When we are committed to understanding each other, we put into place the supports that we need to assist us in that effort. When we are committed to understanding each other…
Today, on the church’s birthday, we are invited to assess the depth of our commitment to understanding each other in every realm imaginable:
• within the Christian church, now home to some 30,000 denominations the world over, many of whom do not understand each other at all;
• within the world’s religions where interfaith dialogue may be paramount to humanity’s survival;
• between those who maintain they are “spiritual, but not religious” and today’s remaining institutional church • between industrialized and developing nations
• in every realm where misunderstanding and fear lead to greed and hatred and exploitation and war instead of cooperation, collaboration, justice and peace.
And, judging from the misunderstandings and disagreements revealed some 2000 years ago on the church’s first birthday – despite speaking and hearing in each others’ languages – and the continuing misunderstandings and disagreements today when we are assisted by the most sophisticated interpretation systems ever, it has become obvious that language alone is not the barrier.
We need only point to the separations among those of us who speak the same language and have for generations, whether it be within our country, our local communities or our own families. If we truly are committed to understanding each other, we will look beyond the words…and behind the words and to the feelings under the words.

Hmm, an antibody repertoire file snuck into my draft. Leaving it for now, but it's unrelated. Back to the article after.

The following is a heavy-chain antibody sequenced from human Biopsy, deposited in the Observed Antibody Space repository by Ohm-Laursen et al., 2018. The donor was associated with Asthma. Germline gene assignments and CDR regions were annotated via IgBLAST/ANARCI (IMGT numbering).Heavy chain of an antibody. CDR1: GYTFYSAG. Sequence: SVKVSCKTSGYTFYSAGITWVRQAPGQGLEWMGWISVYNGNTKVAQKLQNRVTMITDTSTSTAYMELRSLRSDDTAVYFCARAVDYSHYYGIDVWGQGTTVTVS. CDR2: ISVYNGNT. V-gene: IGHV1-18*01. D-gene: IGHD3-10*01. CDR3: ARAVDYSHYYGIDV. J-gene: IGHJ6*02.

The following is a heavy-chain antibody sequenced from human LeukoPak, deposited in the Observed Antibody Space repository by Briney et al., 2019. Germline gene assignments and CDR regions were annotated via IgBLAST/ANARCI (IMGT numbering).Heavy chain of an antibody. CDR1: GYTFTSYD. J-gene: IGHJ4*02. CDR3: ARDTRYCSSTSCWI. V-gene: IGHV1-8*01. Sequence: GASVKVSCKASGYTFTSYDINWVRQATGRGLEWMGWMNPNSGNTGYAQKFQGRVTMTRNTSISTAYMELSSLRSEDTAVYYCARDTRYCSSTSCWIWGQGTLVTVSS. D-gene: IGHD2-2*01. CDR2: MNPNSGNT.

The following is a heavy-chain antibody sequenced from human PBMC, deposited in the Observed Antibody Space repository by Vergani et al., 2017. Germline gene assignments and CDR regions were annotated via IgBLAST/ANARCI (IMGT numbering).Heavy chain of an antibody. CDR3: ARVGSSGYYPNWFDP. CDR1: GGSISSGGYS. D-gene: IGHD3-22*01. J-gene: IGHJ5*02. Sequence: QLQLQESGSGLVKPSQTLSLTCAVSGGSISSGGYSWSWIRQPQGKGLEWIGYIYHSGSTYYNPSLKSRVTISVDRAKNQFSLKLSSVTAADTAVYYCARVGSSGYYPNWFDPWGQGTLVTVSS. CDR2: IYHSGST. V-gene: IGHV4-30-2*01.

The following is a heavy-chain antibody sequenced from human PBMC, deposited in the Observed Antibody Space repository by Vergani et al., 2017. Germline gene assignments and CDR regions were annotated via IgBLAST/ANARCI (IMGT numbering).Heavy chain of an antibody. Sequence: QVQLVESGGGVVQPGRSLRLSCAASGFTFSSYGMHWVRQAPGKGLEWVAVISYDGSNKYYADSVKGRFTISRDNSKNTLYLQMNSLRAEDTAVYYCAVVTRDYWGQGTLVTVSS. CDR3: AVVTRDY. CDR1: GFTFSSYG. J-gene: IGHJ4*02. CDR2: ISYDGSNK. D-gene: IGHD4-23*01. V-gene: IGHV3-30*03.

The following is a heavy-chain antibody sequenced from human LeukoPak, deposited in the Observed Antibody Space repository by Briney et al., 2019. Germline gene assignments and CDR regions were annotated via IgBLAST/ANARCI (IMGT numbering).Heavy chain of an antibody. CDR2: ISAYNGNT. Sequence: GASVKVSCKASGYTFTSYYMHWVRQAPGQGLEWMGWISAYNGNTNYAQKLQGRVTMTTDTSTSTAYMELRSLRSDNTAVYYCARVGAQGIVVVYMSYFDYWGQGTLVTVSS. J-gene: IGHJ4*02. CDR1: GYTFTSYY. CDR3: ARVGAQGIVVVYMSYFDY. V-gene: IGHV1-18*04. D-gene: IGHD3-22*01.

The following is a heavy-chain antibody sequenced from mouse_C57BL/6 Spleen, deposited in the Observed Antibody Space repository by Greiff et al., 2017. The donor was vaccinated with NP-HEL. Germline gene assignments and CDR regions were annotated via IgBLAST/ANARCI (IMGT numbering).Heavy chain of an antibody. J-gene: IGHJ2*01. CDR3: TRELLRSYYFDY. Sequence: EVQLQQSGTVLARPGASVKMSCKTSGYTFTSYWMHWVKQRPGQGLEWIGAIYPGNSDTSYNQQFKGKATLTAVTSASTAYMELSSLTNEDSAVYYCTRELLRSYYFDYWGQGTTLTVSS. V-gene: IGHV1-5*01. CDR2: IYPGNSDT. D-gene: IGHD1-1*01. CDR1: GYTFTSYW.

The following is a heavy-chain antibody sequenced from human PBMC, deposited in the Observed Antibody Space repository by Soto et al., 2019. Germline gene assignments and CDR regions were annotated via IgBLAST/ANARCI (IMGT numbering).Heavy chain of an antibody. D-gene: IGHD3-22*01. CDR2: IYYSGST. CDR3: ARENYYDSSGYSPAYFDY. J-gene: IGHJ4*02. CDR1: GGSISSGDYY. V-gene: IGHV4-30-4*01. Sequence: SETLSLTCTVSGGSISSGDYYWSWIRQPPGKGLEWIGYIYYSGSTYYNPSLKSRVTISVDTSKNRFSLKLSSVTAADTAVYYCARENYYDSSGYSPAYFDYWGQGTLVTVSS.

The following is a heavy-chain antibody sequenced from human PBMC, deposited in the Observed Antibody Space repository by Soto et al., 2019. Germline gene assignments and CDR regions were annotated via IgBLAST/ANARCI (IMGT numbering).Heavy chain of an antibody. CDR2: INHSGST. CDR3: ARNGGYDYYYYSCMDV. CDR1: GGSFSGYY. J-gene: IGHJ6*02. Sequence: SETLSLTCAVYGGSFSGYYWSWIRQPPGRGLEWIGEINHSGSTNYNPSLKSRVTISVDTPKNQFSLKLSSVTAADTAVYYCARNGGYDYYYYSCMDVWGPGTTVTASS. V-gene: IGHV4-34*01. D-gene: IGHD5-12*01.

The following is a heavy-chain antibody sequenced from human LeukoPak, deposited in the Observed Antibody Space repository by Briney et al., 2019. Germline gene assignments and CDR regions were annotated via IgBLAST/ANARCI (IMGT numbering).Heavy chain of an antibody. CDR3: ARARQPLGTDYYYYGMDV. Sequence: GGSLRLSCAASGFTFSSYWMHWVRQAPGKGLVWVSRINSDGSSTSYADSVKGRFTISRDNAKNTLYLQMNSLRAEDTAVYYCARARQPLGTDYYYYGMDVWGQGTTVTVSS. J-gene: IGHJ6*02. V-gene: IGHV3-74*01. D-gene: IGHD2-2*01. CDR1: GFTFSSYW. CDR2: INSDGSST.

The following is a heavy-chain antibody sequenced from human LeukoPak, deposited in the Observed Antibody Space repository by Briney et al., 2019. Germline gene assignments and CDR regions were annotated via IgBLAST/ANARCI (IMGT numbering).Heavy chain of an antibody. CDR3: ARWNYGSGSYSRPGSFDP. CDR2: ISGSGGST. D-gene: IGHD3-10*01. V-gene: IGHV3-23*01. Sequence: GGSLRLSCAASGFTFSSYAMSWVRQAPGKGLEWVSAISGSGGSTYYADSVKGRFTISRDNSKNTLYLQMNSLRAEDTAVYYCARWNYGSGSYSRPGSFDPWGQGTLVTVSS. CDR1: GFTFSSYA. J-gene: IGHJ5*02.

• We will hear angry words as fearful ones crying for help
• We will recognize legalistic words as those of exclusivity and self-interest
• We will hear the words of excuses as cover-ups for racism, or classism, or homophobia or maintaining the economic status quo
• And we will hear the words of crying children, no matter from where or for what reason, as the universal wake-up call to heal our cities, this country and our world.
Friends, it’s easy to listen – even politely. And our current technology has made it easier to hear each other; but truly understanding one another takes commitment and effort. Thank God for the Holy Spirit rushing in. Thank God for the Holy Spirit moving in ways we can only imagine. Thank God for the Holy Spirit who can lead us and aid us in listening for the Truth behind the words and who can move us to committed action which speaks volumes, actions which speak louder than any words in any language. Thank God for the Holy Spirit around us and within us who listens to our words, hears our prayers and understands us like no other. May we be filled and moved today and always. Amen.